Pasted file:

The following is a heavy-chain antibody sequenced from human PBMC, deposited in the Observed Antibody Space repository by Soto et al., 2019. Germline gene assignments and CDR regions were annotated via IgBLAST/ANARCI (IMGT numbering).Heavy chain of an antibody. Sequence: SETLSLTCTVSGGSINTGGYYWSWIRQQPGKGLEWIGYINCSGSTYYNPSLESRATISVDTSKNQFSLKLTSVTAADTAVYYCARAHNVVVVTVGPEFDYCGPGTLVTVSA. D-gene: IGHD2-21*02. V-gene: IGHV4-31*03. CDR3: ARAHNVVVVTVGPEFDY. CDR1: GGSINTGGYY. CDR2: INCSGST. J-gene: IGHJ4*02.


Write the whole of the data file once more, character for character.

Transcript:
The following is a heavy-chain antibody sequenced from human PBMC, deposited in the Observed Antibody Space repository by Soto et al., 2019. Germline gene assignments and CDR regions were annotated via IgBLAST/ANARCI (IMGT numbering).Heavy chain of an antibody. Sequence: SETLSLTCTVSGGSINTGGYYWSWIRQQPGKGLEWIGYINCSGSTYYNPSLESRATISVDTSKNQFSLKLTSVTAADTAVYYCARAHNVVVVTVGPEFDYCGPGTLVTVSA. D-gene: IGHD2-21*02. V-gene: IGHV4-31*03. CDR3: ARAHNVVVVTVGPEFDY. CDR1: GGSINTGGYY. CDR2: INCSGST. J-gene: IGHJ4*02.